The aim of this course is to help PhD students who intend to use, or are already using, qualitative methods for research purposes, either as a stand‐alone design or as a complement to quantitative methods. Students will learn about the values and limitations of qualitative approaches, gain an overview of the variety of traditions and methods and learn hands on how to conduct a qualitative study from its design to data collection and analysis. We will start the course by clarifying the ontological and epistemological foundations of qualitative research and outlining two of its key traditions (positivist vs. interpretivist stance) and their debates (e.g. validity/reliability vs. reflexivity/trustworthiness). We then zoom into the interactive phases of a research project, including design (in particular designing case study research), data collection (employing multiple sources, in particular interview and observation based research), and data analysis (drawing on analytical methods widely used in social sciences such as grounded-theoretical coding, thematic analysis and process analysis).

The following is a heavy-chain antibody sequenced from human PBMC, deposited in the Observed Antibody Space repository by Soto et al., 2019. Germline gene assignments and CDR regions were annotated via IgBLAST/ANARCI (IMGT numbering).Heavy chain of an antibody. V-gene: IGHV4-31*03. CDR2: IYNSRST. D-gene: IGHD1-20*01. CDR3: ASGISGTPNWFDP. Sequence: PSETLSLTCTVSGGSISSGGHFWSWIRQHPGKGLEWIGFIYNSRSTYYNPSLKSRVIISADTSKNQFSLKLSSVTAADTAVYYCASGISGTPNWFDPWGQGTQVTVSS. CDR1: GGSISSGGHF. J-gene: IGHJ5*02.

Students will be required to do readings in preparation of each class and will practically work with specific methodological approaches during class, working also on their own PhD projects. The two instructors will do co‐teaching at the beginning of the course with the aim to engage in a lively dialogue between two central positions in qualitative research (realist vs. interpretivist stance) and to clarify their implications. MG will take the lead on the myth of N=1 when designing qualitative research (e.g. replication logic, outliers), address issues of rigor and transparency and outline how to design qualitative research. JM will address methodological issues in data collection (both interview‐ and observation‐based methods) and data analysis (from thematic analysis to communication sensitive interaction analysis). A final day will be used to bring together the various phases of qualitative research and students present and discuss their methodological reflections of a research paper.